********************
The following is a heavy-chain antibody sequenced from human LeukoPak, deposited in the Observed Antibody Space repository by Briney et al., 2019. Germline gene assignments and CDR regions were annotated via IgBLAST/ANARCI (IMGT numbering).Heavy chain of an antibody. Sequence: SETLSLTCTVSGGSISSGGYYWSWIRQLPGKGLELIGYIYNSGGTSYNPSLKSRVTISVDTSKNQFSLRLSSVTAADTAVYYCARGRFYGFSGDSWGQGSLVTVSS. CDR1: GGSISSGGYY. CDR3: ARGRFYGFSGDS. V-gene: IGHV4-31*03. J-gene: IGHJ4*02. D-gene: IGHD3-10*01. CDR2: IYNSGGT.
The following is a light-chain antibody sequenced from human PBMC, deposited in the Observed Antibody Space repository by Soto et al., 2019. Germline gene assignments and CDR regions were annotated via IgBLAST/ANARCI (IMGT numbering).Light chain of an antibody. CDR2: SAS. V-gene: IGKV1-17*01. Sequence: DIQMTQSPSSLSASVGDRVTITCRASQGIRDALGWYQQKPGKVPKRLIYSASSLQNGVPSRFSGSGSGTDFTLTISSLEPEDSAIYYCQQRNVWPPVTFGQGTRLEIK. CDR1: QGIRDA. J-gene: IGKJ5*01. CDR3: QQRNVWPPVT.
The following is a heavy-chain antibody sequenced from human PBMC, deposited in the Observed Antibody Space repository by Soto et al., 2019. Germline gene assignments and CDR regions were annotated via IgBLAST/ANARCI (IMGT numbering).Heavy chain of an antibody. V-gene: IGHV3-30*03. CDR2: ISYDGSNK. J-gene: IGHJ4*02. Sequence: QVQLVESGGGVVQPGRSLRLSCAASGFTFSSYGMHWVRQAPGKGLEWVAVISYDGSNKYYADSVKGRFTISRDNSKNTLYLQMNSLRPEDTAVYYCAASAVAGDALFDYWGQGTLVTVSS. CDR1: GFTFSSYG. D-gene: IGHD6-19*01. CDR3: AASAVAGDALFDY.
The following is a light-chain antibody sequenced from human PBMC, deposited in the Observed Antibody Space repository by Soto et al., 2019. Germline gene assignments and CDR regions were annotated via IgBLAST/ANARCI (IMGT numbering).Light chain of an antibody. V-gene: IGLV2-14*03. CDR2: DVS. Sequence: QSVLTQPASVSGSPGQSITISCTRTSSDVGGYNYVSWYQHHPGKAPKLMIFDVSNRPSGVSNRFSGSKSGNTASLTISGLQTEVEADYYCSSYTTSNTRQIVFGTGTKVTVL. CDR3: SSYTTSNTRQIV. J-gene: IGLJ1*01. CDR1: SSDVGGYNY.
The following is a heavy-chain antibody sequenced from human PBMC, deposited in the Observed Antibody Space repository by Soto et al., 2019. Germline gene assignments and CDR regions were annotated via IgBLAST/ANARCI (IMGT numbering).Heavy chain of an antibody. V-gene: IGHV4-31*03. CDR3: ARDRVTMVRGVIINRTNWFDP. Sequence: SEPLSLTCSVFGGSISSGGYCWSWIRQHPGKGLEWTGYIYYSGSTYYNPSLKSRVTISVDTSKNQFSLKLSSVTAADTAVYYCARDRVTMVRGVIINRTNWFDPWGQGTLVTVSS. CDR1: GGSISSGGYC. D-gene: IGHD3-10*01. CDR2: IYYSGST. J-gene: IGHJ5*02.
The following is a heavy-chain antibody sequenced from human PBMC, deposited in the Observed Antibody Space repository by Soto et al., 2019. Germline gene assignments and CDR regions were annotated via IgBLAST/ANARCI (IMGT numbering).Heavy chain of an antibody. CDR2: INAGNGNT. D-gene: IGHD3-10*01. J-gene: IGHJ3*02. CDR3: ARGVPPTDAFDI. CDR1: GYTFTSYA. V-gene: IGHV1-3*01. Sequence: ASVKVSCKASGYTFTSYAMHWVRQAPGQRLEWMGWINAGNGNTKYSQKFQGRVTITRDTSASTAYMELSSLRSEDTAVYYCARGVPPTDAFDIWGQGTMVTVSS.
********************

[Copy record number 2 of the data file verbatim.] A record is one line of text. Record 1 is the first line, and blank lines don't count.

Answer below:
The following is a light-chain antibody sequenced from human PBMC, deposited in the Observed Antibody Space repository by Soto et al., 2019. Germline gene assignments and CDR regions were annotated via IgBLAST/ANARCI (IMGT numbering).Light chain of an antibody. CDR2: SAS. V-gene: IGKV1-17*01. Sequence: DIQMTQSPSSLSASVGDRVTITCRASQGIRDALGWYQQKPGKVPKRLIYSASSLQNGVPSRFSGSGSGTDFTLTISSLEPEDSAIYYCQQRNVWPPVTFGQGTRLEIK. CDR1: QGIRDA. J-gene: IGKJ5*01. CDR3: QQRNVWPPVT.